Intense criticism over planned Danske Bank fee changes

Most customers will have to pay to keep their money in the country’s largest bank once it replaces various fees with single quarterly charge

Beginning this autumn, it could cost customers as much as 480 kroner a year to have an account with Danske Bank.

Starting today the nation's largest bank will begin the process of replacing its various banking fees with a flat quartely fee that will see customers pay up to 120 kroner per quarter by the end of the year.

Tonny Thiery Andersen, the head of retail banking – the bank’s largest division – said on Friday customers would be placed in one of six groups based on the size of their accounts, and that those with the least amount of activity would pay most.

“That will increase both customer satisfaction and profitability going forward,” Andersen told media. He said 40 percent of the bank's customers had been “unprofitable” for the bank.

Customers that do business with the bank worth 750,000 kroner or more – for activities like mortgages, car loans, retirement savings or deposits paid – will not be charged. Students are also exempt from the new fees.

In recent years the country’s biggest bank has been dealing with bad debts from a burst property bubble and writedowns on loans to struggling farmers. The bank issued new stock worth 7 billion kroner and cut over 1,000 jobs as recently as last October in an effort to turn itself around.

The bank has also been trying to rebuild customer trust following the financial crisis and last year launched its ‘New Standards’ rebranding programme.

The campaign, which featured a range of imagery that included athletes with amputated limbs, children using tablet computers, solar panels being installed in Africa and protesters throwing stones at the police, drew international ire for its use of an image of a man with a dollar bill taped across his mouth with ‘#OCCUPY’ written on it.

The bank was criticised for using the image as it appeared to undermine the fact that the original #OccupyWallStreet movement was driven by outrage at the irresponsible risks taken by banks that contributed to the global financial crisis. Danske Bank has apologised to the Occupy movement and removed the image from their campaign.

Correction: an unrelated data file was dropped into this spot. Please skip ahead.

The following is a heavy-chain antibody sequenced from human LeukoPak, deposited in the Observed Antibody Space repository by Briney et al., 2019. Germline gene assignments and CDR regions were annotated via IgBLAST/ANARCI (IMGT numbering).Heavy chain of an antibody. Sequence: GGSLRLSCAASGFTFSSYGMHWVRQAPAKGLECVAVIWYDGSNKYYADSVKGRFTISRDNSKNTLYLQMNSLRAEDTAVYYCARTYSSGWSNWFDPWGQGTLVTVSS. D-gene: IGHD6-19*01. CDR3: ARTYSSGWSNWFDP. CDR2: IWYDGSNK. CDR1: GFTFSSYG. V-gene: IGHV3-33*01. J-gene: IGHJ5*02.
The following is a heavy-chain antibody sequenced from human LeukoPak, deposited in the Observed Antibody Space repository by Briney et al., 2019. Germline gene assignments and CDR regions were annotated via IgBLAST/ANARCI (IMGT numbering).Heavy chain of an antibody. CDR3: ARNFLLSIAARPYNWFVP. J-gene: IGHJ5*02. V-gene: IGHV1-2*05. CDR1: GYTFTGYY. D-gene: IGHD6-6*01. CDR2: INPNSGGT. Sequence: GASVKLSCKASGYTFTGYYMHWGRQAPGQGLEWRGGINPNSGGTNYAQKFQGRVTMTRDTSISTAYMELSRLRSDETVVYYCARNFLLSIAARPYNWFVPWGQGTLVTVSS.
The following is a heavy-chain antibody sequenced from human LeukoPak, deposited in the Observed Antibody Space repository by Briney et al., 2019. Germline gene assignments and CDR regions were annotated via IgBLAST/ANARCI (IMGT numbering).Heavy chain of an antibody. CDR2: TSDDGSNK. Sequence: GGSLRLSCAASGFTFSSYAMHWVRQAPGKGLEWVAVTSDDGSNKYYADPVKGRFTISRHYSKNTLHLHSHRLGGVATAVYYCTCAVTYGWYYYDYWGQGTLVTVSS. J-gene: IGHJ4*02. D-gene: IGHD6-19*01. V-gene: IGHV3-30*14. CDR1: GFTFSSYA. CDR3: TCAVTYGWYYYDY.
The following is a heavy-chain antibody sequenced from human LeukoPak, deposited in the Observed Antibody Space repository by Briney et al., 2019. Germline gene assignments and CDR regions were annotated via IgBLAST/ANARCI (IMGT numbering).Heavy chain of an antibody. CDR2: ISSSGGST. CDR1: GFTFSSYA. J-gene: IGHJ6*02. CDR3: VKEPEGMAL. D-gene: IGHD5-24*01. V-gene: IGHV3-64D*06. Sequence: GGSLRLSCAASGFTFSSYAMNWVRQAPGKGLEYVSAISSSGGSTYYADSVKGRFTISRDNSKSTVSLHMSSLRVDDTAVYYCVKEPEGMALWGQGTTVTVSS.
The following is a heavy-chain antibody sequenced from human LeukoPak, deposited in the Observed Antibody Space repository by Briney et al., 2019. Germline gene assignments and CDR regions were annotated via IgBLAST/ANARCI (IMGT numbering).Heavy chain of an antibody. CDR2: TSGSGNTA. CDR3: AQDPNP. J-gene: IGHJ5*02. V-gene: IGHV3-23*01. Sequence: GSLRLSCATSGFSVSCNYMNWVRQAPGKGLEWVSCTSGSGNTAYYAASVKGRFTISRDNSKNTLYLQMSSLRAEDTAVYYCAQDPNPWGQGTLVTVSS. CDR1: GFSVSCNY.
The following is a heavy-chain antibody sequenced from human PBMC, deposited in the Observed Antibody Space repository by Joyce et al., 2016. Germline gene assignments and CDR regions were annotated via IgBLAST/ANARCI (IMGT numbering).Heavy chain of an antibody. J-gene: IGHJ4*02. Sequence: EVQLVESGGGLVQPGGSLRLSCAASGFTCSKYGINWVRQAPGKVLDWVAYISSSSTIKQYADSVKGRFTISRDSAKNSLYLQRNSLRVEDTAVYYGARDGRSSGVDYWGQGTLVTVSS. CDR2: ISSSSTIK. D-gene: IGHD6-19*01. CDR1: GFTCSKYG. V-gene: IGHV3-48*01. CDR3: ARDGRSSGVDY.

Now, the new fee structure has the bank again at the centre of a PR storm.

Questions have been raised about whether it is fair for banks to charge customers for basic accounts, particularly when the state requires individuals to have a bank account.

The bank’s customers blanketed its Facebook page over the weekend, expressing their anger at the fee plan.

“So now you introduce another way to take money from small customers, no wonder they do not feel welcome with you,” wrote one poster.

“We will remember this when it is time to buy a home,” wrote another.

A third expressed outrage over the discrepancy of the charges between high and low volume accounts.

“The less money you have in the bank, the more you have to pay? So the rich don’t pay anything? Not smart.”

More than one customer threatened to change banks. Professor Finn Østrup from Copenhagen Business School said that losing some customers could actually be the best outcome for the bank.

“They are probably happy to lose the smaller customers,” Østrup told the freesheet MetroXpress. “If they are not willing to pay a fee and leave, Danske Bank will profit.”

Andersen denied that the bank is looking to get rid of marginal customers, adding that he believed flat fees were easier to understand than transaction fees. The bank, he said, was not looking to profit from the charges, only cover its basic costs to run the accounts.

“I have no doubt that some people will leave, but I hope they look closely before they do,” he told MetroXpress. “Other banks charge fees and we believe that our new model is the most transparent.”

Some industry analysts suggested other banks could follow Danske Bank’s suit, but as of today, most major banks had said they did not plan such a move.

Danske Bank’s single-digit profitability in the third quarter last year leaves it far short of Swedish and Norwegian rivals, which have all produced double-digit returns.

Andersen said that regaining the trust of customers would take time.

“We have two million customers – you don’t fix this in one week.”




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